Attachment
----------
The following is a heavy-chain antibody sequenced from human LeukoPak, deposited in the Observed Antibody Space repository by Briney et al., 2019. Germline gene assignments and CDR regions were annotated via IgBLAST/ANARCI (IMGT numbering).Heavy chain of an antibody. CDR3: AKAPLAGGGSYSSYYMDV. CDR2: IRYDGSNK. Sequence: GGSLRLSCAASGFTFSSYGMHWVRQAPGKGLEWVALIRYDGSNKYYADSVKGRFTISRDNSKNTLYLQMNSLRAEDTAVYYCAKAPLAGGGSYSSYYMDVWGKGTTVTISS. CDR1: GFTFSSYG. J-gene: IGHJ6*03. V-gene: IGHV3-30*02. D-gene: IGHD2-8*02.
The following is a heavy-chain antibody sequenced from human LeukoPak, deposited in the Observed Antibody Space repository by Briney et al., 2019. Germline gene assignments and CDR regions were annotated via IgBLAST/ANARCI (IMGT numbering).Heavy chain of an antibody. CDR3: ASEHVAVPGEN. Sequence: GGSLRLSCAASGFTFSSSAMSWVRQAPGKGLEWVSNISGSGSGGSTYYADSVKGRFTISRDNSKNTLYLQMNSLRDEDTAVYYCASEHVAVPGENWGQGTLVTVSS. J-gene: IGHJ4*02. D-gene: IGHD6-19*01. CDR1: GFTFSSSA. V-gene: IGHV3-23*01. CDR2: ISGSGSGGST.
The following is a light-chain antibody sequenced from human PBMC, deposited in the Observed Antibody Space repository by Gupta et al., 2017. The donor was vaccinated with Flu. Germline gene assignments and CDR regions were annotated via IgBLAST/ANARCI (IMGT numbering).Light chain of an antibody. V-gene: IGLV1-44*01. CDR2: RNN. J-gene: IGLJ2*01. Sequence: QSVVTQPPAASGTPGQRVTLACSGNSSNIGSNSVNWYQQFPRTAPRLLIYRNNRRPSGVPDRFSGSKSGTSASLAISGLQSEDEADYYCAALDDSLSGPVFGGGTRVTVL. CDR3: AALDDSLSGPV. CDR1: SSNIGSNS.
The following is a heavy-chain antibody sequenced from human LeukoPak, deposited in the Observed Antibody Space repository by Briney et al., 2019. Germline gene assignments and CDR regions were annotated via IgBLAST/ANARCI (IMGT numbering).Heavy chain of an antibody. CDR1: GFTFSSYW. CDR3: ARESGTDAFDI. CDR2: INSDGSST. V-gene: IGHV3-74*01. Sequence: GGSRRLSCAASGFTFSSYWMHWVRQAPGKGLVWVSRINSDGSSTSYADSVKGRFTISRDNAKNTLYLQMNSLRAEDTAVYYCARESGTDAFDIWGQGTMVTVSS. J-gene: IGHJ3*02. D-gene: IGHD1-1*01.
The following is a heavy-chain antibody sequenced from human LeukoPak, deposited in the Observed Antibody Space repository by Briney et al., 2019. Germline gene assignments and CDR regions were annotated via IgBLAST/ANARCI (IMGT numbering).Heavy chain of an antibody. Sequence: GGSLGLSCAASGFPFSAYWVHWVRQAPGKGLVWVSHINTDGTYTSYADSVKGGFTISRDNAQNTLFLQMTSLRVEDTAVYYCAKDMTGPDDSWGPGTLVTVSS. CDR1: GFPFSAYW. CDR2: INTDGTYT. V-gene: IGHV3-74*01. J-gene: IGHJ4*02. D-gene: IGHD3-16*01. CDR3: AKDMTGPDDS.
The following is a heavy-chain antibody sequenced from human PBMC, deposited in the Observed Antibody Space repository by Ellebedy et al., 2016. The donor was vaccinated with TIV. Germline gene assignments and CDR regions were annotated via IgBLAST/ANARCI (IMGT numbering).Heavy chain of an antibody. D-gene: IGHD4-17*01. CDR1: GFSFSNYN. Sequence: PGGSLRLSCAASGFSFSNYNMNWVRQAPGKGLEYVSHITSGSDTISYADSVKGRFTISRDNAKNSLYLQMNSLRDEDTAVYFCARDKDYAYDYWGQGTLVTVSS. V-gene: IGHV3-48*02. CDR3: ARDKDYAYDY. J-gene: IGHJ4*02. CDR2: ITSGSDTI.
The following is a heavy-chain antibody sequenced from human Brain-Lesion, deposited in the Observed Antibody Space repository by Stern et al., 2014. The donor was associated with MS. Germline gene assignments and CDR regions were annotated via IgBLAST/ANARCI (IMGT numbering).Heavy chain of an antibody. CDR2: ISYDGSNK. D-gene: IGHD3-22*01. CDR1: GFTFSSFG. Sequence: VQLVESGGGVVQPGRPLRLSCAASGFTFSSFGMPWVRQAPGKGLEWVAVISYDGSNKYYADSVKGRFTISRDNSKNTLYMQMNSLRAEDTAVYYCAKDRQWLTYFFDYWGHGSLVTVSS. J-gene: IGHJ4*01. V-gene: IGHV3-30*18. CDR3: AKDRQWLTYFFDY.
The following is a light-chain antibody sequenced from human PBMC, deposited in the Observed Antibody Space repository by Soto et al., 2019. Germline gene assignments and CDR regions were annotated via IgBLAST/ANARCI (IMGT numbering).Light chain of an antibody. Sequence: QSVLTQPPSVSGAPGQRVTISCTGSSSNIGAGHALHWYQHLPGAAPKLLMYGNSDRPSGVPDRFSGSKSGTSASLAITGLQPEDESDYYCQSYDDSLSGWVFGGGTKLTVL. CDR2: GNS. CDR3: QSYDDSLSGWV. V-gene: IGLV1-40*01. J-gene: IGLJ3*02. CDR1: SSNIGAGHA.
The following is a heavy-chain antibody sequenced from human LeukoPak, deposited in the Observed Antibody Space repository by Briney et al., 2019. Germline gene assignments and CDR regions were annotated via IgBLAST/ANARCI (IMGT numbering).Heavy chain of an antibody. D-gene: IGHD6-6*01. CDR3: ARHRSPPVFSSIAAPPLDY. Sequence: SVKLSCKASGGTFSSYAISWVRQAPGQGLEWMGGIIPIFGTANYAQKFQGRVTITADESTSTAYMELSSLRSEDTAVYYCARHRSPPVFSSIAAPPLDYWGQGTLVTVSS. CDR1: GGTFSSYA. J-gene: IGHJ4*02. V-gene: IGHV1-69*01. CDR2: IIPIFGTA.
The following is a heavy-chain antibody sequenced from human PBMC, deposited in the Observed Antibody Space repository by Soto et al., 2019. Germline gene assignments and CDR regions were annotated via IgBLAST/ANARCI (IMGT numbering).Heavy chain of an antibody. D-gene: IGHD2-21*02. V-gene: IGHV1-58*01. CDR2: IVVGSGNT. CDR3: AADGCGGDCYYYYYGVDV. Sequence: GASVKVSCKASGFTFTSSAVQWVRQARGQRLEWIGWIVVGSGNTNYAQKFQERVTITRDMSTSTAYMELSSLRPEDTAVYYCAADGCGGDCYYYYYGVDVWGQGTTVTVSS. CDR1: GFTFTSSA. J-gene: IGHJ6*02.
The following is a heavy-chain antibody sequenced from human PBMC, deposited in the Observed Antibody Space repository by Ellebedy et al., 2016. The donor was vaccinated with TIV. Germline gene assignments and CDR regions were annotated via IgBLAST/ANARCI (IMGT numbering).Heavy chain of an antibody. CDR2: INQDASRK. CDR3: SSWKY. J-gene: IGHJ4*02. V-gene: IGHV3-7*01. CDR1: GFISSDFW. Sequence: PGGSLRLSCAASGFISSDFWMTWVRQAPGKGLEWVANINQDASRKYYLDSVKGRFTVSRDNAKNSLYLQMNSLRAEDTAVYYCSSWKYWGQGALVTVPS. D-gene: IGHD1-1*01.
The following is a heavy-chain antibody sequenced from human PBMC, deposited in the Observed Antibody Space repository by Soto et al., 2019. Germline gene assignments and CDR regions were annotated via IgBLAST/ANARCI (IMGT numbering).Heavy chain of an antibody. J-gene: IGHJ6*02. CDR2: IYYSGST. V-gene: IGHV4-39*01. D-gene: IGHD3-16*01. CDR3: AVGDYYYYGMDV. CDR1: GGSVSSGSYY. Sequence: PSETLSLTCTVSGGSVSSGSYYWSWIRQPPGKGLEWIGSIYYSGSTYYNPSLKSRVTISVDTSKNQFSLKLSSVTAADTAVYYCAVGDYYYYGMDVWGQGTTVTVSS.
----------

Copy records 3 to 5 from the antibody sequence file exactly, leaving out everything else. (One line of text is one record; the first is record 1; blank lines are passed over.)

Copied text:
The following is a light-chain antibody sequenced from human PBMC, deposited in the Observed Antibody Space repository by Gupta et al., 2017. The donor was vaccinated with Flu. Germline gene assignments and CDR regions were annotated via IgBLAST/ANARCI (IMGT numbering).Light chain of an antibody. V-gene: IGLV1-44*01. CDR2: RNN. J-gene: IGLJ2*01. Sequence: QSVVTQPPAASGTPGQRVTLACSGNSSNIGSNSVNWYQQFPRTAPRLLIYRNNRRPSGVPDRFSGSKSGTSASLAISGLQSEDEADYYCAALDDSLSGPVFGGGTRVTVL. CDR3: AALDDSLSGPV. CDR1: SSNIGSNS.
The following is a heavy-chain antibody sequenced from human LeukoPak, deposited in the Observed Antibody Space repository by Briney et al., 2019. Germline gene assignments and CDR regions were annotated via IgBLAST/ANARCI (IMGT numbering).Heavy chain of an antibody. CDR1: GFTFSSYW. CDR3: ARESGTDAFDI. CDR2: INSDGSST. V-gene: IGHV3-74*01. Sequence: GGSRRLSCAASGFTFSSYWMHWVRQAPGKGLVWVSRINSDGSSTSYADSVKGRFTISRDNAKNTLYLQMNSLRAEDTAVYYCARESGTDAFDIWGQGTMVTVSS. J-gene: IGHJ3*02. D-gene: IGHD1-1*01.
The following is a heavy-chain antibody sequenced from human LeukoPak, deposited in the Observed Antibody Space repository by Briney et al., 2019. Germline gene assignments and CDR regions were annotated via IgBLAST/ANARCI (IMGT numbering).Heavy chain of an antibody. Sequence: GGSLGLSCAASGFPFSAYWVHWVRQAPGKGLVWVSHINTDGTYTSYADSVKGGFTISRDNAQNTLFLQMTSLRVEDTAVYYCAKDMTGPDDSWGPGTLVTVSS. CDR1: GFPFSAYW. CDR2: INTDGTYT. V-gene: IGHV3-74*01. J-gene: IGHJ4*02. D-gene: IGHD3-16*01. CDR3: AKDMTGPDDS.